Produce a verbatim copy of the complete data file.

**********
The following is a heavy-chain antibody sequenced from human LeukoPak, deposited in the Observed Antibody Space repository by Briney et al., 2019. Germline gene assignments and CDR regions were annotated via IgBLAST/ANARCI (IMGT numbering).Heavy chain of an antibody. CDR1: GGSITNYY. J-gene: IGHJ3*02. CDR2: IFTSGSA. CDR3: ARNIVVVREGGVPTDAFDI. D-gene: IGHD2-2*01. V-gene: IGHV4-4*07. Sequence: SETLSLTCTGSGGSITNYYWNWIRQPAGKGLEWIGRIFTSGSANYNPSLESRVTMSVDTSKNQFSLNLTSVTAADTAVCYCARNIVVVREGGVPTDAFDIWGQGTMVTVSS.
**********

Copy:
The following is a heavy-chain antibody sequenced from human LeukoPak, deposited in the Observed Antibody Space repository by Briney et al., 2019. Germline gene assignments and CDR regions were annotated via IgBLAST/ANARCI (IMGT numbering).Heavy chain of an antibody. CDR1: GGSITNYY. J-gene: IGHJ3*02. CDR2: IFTSGSA. CDR3: ARNIVVVREGGVPTDAFDI. D-gene: IGHD2-2*01. V-gene: IGHV4-4*07. Sequence: SETLSLTCTGSGGSITNYYWNWIRQPAGKGLEWIGRIFTSGSANYNPSLESRVTMSVDTSKNQFSLNLTSVTAADTAVCYCARNIVVVREGGVPTDAFDIWGQGTMVTVSS.